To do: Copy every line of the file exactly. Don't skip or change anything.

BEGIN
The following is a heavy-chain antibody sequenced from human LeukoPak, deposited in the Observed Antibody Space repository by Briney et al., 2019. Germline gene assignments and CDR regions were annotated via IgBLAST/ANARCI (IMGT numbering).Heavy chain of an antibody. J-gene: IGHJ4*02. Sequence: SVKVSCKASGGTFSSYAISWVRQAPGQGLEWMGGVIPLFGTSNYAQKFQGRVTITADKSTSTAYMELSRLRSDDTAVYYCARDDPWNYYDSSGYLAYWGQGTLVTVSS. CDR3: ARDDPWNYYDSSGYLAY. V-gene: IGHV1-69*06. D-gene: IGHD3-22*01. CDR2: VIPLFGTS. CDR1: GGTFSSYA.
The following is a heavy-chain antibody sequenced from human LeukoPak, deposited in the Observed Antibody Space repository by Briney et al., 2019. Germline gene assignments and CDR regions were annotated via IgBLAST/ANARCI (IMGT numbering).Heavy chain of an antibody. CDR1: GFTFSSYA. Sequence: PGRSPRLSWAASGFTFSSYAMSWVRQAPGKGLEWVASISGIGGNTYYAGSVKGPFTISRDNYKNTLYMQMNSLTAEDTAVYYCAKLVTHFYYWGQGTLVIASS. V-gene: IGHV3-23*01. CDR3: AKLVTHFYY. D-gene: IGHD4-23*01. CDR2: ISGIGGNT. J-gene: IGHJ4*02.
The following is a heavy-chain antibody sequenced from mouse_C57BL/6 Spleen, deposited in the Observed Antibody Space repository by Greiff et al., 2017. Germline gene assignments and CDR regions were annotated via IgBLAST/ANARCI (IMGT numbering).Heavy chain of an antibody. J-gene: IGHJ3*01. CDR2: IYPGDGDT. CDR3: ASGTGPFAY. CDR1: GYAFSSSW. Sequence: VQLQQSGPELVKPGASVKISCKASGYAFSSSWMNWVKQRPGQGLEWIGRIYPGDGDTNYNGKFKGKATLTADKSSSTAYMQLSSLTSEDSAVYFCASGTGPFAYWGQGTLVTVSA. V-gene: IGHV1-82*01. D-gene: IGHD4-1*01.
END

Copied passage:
The following is a heavy-chain antibody sequenced from human LeukoPak, deposited in the Observed Antibody Space repository by Briney et al., 2019. Germline gene assignments and CDR regions were annotated via IgBLAST/ANARCI (IMGT numbering).Heavy chain of an antibody. J-gene: IGHJ4*02. Sequence: SVKVSCKASGGTFSSYAISWVRQAPGQGLEWMGGVIPLFGTSNYAQKFQGRVTITADKSTSTAYMELSRLRSDDTAVYYCARDDPWNYYDSSGYLAYWGQGTLVTVSS. CDR3: ARDDPWNYYDSSGYLAY. V-gene: IGHV1-69*06. D-gene: IGHD3-22*01. CDR2: VIPLFGTS. CDR1: GGTFSSYA.
The following is a heavy-chain antibody sequenced from human LeukoPak, deposited in the Observed Antibody Space repository by Briney et al., 2019. Germline gene assignments and CDR regions were annotated via IgBLAST/ANARCI (IMGT numbering).Heavy chain of an antibody. CDR1: GFTFSSYA. Sequence: PGRSPRLSWAASGFTFSSYAMSWVRQAPGKGLEWVASISGIGGNTYYAGSVKGPFTISRDNYKNTLYMQMNSLTAEDTAVYYCAKLVTHFYYWGQGTLVIASS. V-gene: IGHV3-23*01. CDR3: AKLVTHFYY. D-gene: IGHD4-23*01. CDR2: ISGIGGNT. J-gene: IGHJ4*02.
The following is a heavy-chain antibody sequenced from mouse_C57BL/6 Spleen, deposited in the Observed Antibody Space repository by Greiff et al., 2017. Germline gene assignments and CDR regions were annotated via IgBLAST/ANARCI (IMGT numbering).Heavy chain of an antibody. J-gene: IGHJ3*01. CDR2: IYPGDGDT. CDR3: ASGTGPFAY. CDR1: GYAFSSSW. Sequence: VQLQQSGPELVKPGASVKISCKASGYAFSSSWMNWVKQRPGQGLEWIGRIYPGDGDTNYNGKFKGKATLTADKSSSTAYMQLSSLTSEDSAVYFCASGTGPFAYWGQGTLVTVSA. V-gene: IGHV1-82*01. D-gene: IGHD4-1*01.